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These are exciting times for AstraZeneca, the UK biotech company currently at the forefront of the race to vaccinate the world’s population against the potentially killer virus.
More than 140 teams of researchers around the world are currently working around the clock to produce an effective vaccine in record time and on Monday of this week AstraZeneca's phase I trial results, published in The Lancet medical journal, showed that volunteers given the vaccine had shown two types of immune responses; producing both antibodies as well as a T cell response.
When Oxford University’s world-renowned vaccinology centre, the Jenner Institute, chose AstraZeneca as its partner to develop and manufacture the potentially ground-breaking vaccine it was an interesting choice. GlaxoSmithKline, the world’s biggest vaccine manufacturer by sales, would have probably been the more obvious partner. But Monday’s trial results proved that partnering with AstraZeneca was a good decision.
However, just seven years ago, the idea that AstraZeneca would even still be a major player in the industry would have been doubtful. Its ongoing battle with lapsing drug patents meant it was falling from favour fast. Despite having long been the one of the two main flag-carriers for the UK’s feted excellence in life science (the other being GlaxoSmithKline) AstraZeneca’s fall from grace appeared to be on the cards. So much so, that an opportunistic £55-a-share bid by US rival Pfizer back in 2014 left it fighting for its survival.
Chief executive Pascal Soriot has been largely credited with AstraZeneca’s resultant - albeit slow and not always certain - turnaround; with it producing a string of blockbuster cancer drugs under his tenure, that have catapulted it to the industry’s front ranks. Success with the Covid 19 vaccine would only cement its position back at the head of the pack.
But, as I already mentioned, that has not always been the case. Just a month before he took the helm in October 2012, AstraZeneca’s market value stood at £36.6 billion, just over half of Glaxo’s £70.9 billion. In recent weeks it has become the UK’s most valuable company by market capitalisation, at £115.5 billion against Glaxo’s £81.25 billion.
AstraZeneca had orders secured for at least 400 million doses of the vaccine, well before the phase 1 trials had even been completed, as well as $1 billion in funding from the US health department. It says it has the capacity to manufacture 2 billion doses, which it will need to be able to do, with similar signed agreements to the US one already with the UK and the Coalition for Epidemic Preparedness Innovations and Gavi, the global vaccine alliance.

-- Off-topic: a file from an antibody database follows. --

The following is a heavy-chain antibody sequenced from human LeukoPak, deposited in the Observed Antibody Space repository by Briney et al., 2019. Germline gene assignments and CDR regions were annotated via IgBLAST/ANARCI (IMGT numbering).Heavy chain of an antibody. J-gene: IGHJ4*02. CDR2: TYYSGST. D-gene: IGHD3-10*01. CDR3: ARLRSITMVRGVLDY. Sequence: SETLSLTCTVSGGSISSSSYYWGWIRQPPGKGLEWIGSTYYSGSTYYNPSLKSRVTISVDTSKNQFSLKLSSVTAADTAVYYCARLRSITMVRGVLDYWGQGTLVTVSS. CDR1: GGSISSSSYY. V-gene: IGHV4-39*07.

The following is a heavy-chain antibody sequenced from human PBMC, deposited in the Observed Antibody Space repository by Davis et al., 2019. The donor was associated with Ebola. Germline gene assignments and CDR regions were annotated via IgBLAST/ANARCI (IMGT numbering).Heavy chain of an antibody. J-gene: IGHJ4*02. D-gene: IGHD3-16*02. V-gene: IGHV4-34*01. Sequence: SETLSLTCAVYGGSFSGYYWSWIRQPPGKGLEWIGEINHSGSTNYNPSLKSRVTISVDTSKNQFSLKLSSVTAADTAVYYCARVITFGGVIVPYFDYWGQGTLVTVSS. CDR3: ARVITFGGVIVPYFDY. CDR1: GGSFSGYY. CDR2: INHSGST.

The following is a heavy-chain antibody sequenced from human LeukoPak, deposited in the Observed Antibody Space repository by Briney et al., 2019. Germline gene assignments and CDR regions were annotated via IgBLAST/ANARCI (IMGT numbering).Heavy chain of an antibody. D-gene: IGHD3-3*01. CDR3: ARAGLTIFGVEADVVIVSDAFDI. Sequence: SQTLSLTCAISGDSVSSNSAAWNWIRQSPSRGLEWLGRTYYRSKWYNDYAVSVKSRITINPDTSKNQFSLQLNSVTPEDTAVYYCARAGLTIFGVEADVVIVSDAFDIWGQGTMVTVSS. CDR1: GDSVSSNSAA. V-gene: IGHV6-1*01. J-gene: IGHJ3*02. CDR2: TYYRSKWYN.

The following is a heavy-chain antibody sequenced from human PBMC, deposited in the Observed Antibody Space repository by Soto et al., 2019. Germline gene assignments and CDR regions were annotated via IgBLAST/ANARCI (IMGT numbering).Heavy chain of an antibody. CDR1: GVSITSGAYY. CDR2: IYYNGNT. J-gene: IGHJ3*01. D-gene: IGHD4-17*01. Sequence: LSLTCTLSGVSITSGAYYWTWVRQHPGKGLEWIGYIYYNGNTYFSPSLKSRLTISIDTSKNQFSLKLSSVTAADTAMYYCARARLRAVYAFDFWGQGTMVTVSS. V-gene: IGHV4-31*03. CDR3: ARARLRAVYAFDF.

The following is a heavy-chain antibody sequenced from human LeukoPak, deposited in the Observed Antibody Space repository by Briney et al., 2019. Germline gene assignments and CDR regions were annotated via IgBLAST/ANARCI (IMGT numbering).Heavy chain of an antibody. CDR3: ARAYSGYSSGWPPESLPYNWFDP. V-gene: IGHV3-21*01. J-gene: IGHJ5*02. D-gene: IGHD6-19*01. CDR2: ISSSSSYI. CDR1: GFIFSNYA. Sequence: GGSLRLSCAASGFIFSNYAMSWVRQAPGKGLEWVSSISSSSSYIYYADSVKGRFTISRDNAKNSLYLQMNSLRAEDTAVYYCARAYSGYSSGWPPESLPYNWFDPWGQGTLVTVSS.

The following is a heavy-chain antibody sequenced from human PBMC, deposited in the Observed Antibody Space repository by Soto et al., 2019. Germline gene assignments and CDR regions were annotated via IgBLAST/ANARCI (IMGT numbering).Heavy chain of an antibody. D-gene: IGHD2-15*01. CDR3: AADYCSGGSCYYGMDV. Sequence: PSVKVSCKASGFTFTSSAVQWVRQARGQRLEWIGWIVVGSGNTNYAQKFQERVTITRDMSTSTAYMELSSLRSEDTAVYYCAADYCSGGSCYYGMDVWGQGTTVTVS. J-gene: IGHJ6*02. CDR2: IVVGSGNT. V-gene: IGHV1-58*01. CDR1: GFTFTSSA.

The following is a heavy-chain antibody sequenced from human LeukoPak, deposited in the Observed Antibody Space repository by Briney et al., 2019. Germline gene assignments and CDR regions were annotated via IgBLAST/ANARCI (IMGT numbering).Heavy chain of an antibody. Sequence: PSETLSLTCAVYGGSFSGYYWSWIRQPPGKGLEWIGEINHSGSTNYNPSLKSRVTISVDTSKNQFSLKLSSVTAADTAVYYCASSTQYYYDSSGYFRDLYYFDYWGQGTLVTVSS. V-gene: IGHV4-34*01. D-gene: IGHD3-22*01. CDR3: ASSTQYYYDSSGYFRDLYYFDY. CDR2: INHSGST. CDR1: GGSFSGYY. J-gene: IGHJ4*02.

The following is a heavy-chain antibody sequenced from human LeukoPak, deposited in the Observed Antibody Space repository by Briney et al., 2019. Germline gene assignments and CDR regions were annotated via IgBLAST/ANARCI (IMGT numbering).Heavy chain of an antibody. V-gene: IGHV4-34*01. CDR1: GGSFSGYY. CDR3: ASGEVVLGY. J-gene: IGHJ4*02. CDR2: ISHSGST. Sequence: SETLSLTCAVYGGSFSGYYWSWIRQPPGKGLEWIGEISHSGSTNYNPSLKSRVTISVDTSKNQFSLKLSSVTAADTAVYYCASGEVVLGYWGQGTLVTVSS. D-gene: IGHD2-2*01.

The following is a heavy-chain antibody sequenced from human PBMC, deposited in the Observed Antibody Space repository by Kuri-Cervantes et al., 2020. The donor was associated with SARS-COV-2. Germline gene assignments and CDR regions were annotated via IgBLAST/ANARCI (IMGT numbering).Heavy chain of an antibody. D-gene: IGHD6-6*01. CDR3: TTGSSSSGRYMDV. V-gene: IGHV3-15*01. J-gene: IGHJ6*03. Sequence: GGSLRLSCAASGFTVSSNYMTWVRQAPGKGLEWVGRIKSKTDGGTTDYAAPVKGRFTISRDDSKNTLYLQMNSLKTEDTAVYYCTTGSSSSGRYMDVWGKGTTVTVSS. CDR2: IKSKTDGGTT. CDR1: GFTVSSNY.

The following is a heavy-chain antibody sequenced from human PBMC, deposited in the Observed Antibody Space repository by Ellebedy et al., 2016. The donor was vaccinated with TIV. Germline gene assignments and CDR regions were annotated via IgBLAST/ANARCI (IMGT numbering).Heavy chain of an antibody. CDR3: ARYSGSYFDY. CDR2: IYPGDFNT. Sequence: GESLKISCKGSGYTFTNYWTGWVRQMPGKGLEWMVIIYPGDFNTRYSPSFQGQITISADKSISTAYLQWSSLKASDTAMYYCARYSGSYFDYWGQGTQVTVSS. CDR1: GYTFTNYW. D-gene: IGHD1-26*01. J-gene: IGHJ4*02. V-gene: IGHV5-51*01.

This week, AstraZeneca said that it would ramp up production of its prospective vaccine to ensure that 300 million doses are available to the US immediately upon its hopeful Food and Drug Administration (FDA) approval.
But the Covid vaccine is not all its success rests on. Having fought off Pfizer and built global leadership in ground breaking oncology treatments, AstraZeneca has a bright future ahead in the manufacture and commercialisation of a new generation of vaccines; a market worth close to $60 billion a year and set to grow by 7% annually, between now and 2024.
AstraZeneca had something of a chequered history of late. But its highly successful shift into the fertile ground of oncology and now in the battle against Covid 19 as well, shows it has the ability to swiftly up its game in a sector that where success so often lies in innovation. Which is something AstraZeneca is proving it has, in spades.
According to data provider EvaluatePharma, by 2022 AstraZeneca is expected to return to the ranks of the world’s top 10 pharma companies thanks to its new blockbuster drugs. And by 2026, with annual drugs sales forecast to grow at roughly twice the rate of Glaxo’s, it should leapfrog its UK peer.
For now, all eyes will be on AstraZeneca’s success with the Covid vaccine. But as Adam Barker, pharmaceuticals analyst at Shore Capital, says, AstraZeneca is already certain to be front of collaborators’ minds when it comes to novel therapeutics.
AstraZeneca is due to post half-year results on Thursday.
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